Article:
Holistic medicine has been around for thousands of years in places like India and China, but holistic cannabis medicine is a newer term that's become more popular as marijuana prohibition comes to an end. While holistic medicine takes a comprehensive approach to a person's health, aiming to balance all aspects of the mind, body, and spirit, cannabis can be used to enhance the practice. In other words, holistic cannabis medicine allows health practitioners and patients to consider how the whole plant can help the whole person.
Evidence of holistic medicine dates to the 4th century B.C., when Socrates warned that treating one part of the body (instead of the whole body) wouldn’t have good results. Instead of looking at specific ailments, holistic medicine focuses on an integrated balance — and so, it only makes sense to include cannabis, since having a healthy endocannabinoid system (ECS) means having a body in homeostasis.
“Holistic cannabis medicine, in my opinion, means looking at the entire body, mind, and spirit when creating a protocol for one's healing journey,” says Joanna Matson, ayurvedic wellness counselor and founder of Canna-Veda and Zveda. Yet, she doesn’t recommend adding cannabis into one's health routine without looking at where the dis-ease exists in the body and what its cause is.
“Incorporating cannabis on its own, without regard to any other changes, still has great potential for healing and change," she says. "However, to truly treat the entire being through a holistic lens, one should always seek to balance and nourish the entire being, from a mental, emotional and physical perspective.”
The cannabis plant's various applications may provide a patient with more control over their health, and to become aware of where, within their bodies, they're most in need of healing. What's thought to be a mental condition, such as anxiety, could actually cause physical discomfort. That's because when you feel stressed, your body releases cortisol — an acidic chemical to which your body may respond with inflammation, fearing that it is under attack. And when your body becomes inflamed, you're subject to a variety of other ailments from back pain to stomach issues. This is why a holistic approach (aided by cannabis) that takes into account the relationship between mental and physical health is key to treating the cause and symptoms of disease.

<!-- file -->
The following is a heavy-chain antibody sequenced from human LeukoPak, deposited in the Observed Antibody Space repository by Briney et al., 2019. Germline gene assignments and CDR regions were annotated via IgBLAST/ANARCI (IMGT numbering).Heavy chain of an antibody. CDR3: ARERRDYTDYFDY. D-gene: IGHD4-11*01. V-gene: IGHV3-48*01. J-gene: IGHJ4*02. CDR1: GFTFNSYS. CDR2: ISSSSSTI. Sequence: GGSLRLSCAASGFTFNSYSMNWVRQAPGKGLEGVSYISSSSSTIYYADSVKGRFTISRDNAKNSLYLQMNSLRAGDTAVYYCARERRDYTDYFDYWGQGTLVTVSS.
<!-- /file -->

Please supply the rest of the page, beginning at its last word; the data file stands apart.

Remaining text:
One aspect that makes holistic cannabis medicine unique is that it offers a lens for the health practitioner to consider how past trauma and adversity can influence one's long-term physical and mental health. Research supports this link: One study showed that people with higher instances of childhood adversity have higher occurrence of chronic obstructive pulmonary disease, while another study showed that those with high amounts of cumulative, childhood have more frequent hospitalization for autoimmune diseases as adults. Other data suggests that high stress levels in children lead to an increased risk for cardiovascular problems.
According to Matson, practitioners in the field of holistic cannabis medicine conduct very thorough assessments, measuring more than a person’s daily movements and habits. Beyond lifestyle, the practitioner considers the course of the person’s entire life. Matson says that the holistic patient intake often starts at birth and looks below the surface of physical ailments. She says that it’s important to uncover areas of “normalcy” in a person’s life, so that any disruptions or imbalances in the flow of health and wellness will surface.
One example she offers is asking a client about any sleep issues. "They could say no, [that] they sleep just fine," she says. "[But] if I were to ask what they do for the two hours before they go to bed, when they actually go to bed, how long until they fall asleep, and how many hours they actually sleep, I may discern a different answer.”